New Milford’s McCusker Earns Spot on Gymnastics Junior National Team

Every four years, America’s attention turns to gymnastics, as the Olympics push the U.S. team to the forefront of competitive sports.  The road to Rio, and the 2016 Summer Games, is underway, but for Connecticut residents following the sport, the run-up competitions are providing an opportunity to look not only at this summer’s climactic event, but down the road a few summers. McCusker - beamConnecticut’s top junior gymnast, Riley McCusker of New Milford, put herself squarely on the radar screen for the future with a solid second place finish in the P&G Gymnastics Championships junior women’s event, held in St. Louis.  That earned McCusker, who turns 15 this month, a slot on the eight-member U.S. National Junior Women’s Team, with international competition on the horizon.

In addition to finishing in second place overall, McCusker finished in second place on the uneven bars, floor exercise and balance beam, reflecting solid performances on both days of the competition.

McCusker  is joined on the eight-member U.S. National Junior Women’s Team by Shania Adams of Plain City, OH; Jordan Chiles of Vancouver, WA; Morgan Hurd  of Middletown, DE; Emma Malabuyo of Flower Mound, TX; Maile O'Keefe of Las Vegas, NV; Gabby Perea of Geneva, IL and Trinity Thomas of York, PA.

“I had no expectations coming in,” McCusker said. “This was my first season as an elite and first P&G Championships. I just came in, did my gymnastics and then waited to see what would happen.”McCusker 2nd

What happened was about as good as it gets, and reinforced her trajectory in the sport.  She told CT by the Numbers: "Qualifying to the national team was the best day of my life because I realized then that all of my hard work and sacrifices have started paying off!”

Last month, competing at the Secret Classic at the XL Center in Hartford – with the vocal support of friends and family from New Milford, McCusker had stand-out moments and finished 9th overall in a crowded field.  That experience under her belt, the arena in St. Louis was yet another step forward in a progress-filled year.

The USA Gymnastics Elite Program is designed to provide competitive experiences for athletes aspiring to the National Team. The National Teams (Senior and Junior) are selected from the USA Championships each year. These athletes represent the United States in international competitions.

McCusker is coached by Maggie Haney and Victoria Levine at MG Elite in Morganville, New Jersey.  Her teammate, Lauren Hernandez, earned a spot on the U.S. National Senior Women’s Team in recent weeks, followed this week by being named to the U.S. Olympic Tealaurie, rileym for this summer’s Games in Rio de Janeiro, Brazil.  The U.S. Olympic Trials were July 8 and 10 in San Jose. The 16-year-old Hernandez was the 2015 junior national champion, and is a competitor that McCusker trains with and is inspired by.

McCusker, who began gymnastics at age 6, was enthused to have childhood friends – many of whom hasn’t seen her compete at the elite level – in the stands in Hartford.  Their handmade signs of support were quite visible, as were the vocal cheers.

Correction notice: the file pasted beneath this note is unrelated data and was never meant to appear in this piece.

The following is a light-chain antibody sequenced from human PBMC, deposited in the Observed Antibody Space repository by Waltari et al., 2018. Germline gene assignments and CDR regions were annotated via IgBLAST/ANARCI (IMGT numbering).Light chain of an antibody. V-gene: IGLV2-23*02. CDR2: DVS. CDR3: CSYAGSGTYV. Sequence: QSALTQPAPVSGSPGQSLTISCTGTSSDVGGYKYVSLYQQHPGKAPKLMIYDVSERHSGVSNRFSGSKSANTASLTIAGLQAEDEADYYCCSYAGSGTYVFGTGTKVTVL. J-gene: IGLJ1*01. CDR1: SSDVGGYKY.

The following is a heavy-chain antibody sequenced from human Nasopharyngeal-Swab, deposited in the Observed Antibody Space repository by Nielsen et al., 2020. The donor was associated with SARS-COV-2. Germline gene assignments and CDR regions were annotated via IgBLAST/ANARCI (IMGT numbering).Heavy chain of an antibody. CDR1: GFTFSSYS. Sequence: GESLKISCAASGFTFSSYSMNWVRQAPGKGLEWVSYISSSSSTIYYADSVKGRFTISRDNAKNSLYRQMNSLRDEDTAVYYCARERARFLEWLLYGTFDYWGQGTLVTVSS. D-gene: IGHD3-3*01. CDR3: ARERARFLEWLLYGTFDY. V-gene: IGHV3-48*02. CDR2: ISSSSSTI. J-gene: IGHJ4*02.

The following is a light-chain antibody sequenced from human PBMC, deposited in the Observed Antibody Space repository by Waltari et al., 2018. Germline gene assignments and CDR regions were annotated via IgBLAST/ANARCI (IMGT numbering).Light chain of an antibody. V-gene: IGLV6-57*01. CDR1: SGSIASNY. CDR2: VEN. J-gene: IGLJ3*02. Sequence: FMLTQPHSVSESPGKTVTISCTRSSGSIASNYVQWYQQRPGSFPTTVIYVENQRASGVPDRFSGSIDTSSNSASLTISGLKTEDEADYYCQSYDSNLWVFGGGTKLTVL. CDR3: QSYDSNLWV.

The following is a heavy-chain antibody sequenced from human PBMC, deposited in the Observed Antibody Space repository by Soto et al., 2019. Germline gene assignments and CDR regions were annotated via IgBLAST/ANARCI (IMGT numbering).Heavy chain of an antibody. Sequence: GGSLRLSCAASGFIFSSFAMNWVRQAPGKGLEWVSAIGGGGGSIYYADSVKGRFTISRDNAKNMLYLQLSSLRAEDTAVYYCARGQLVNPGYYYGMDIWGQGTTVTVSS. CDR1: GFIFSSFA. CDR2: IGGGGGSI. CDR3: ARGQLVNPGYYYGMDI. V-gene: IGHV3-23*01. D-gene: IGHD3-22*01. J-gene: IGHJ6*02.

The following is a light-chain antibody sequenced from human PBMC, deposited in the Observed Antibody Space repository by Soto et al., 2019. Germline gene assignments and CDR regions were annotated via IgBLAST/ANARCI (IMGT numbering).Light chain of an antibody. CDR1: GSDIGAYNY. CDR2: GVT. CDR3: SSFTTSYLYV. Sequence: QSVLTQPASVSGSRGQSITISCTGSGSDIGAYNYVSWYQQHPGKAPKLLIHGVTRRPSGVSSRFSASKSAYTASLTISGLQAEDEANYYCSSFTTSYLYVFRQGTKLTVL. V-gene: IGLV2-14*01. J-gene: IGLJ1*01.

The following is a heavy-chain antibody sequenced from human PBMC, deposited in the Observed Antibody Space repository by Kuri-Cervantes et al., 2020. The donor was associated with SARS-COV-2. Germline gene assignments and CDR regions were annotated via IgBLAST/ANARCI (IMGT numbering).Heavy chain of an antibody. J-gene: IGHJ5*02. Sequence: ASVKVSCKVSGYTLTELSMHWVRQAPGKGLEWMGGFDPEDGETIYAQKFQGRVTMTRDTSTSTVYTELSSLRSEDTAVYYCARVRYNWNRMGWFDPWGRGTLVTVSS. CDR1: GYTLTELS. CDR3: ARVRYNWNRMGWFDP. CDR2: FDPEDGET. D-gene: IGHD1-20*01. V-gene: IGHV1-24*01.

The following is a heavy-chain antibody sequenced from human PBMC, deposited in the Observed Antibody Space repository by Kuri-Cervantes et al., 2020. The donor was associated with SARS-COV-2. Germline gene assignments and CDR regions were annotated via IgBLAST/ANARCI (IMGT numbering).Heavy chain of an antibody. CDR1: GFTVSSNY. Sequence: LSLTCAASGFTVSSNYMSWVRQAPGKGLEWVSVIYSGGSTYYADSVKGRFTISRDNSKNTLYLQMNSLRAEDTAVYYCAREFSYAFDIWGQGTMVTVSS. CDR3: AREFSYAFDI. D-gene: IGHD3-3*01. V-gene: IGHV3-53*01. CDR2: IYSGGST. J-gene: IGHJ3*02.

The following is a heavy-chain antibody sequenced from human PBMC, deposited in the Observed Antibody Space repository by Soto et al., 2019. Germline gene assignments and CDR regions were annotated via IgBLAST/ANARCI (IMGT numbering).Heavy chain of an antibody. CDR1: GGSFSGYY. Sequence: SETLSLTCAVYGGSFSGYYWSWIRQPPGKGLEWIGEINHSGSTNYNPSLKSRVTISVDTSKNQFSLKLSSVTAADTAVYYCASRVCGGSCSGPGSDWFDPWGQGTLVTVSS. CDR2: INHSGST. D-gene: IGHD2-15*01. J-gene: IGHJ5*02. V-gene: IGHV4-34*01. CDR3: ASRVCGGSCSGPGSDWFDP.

Proud of her Connecticut roots, McCusker’s Instagram page includes a memorial honoring the victims at Sandy Hook elementary School in December 2012. And she was thrilled to participate in the Hartford competition earlier this summer, recalling when she was in the stands with family watching the competitors just as her dedication to gymnastics was taking root.

If her accomplishments during the past month are any indication, there will be more opportunities for fans to gather in support of Connecticut’s home town girl in the future.

As one of the many commenters opining on social media after her P&G performance noted, “2020 here she comes.”

PHOTOS:  Riley McCusker in St. Louis (John Cheng photos); with Lauren Hernandez.

Hartford’s Reputation As Excellent Host for National Gymnastics Brings Returns

If the three twenty-somethings enjoying  lunch and some brief down time outside at Trumbull Kitchen seemed familiar to passersby in downtown Hartford, it’s probably because they’ve been on national television a time or two.  And will be again. The casual lunch and conversation among three friends – competitors in the P&G Gymnastics Championships being held at the XL Center this weekend – are just one example of how hosting a major sporting event, in this case gymnastics, can boost the local economy and have reverberations that will continue to add value.

Californian Sam Mikulak, 23, who has won the men’s national title each of the past three years, remembers Hartford well.  His string of three consecutive all-around championships started here in 2013.  Fellow athletes Donathan Bailey, 25, of California and C.J. Maestas, 24, of New Mexico, have also competed in national championships held in Hartford.lunch

This weekend, the Capitol city is hosting not only the men’s championship for the third time in a decade (2010 and 2013 previously) but is also hosting the Secret U.S. Classic, a key tune-up for the nation’s top women gymnasts, with the Olympics just two months away and the U.S. teams to be chosen in the coming weeks.  It is the first time that Hartford has hosted major gymnastics events in an Olympic year, when public interest peaks.

The roster of past Olympic and international medalists competing in Hartford is lengthy – unprecedented in the view of some observers – and in many cases, Connecticut is part of their individual Olympic journeys.

2012 Olympic gold medalist Aly Raisman of Needham, Massachusetts recalls competing in Hartford in 2010, and says of her return, “I feel like I’m competing at home.”Aly

The Connecticut Convention and Sports Bureau (CTCSB) projects 1,425 hotel room nights, an estimated attendance approaching 30,000, a business sales impact of $1.5 million and $50,000 in local taxes generated.  But the impact goes beyond those numbers.

“It raises awareness of what we have in the state,” when people visit to enjoy the competition, or root for family or friends, points out Bob Murdock, Director of Sports Marketing at CTCSB.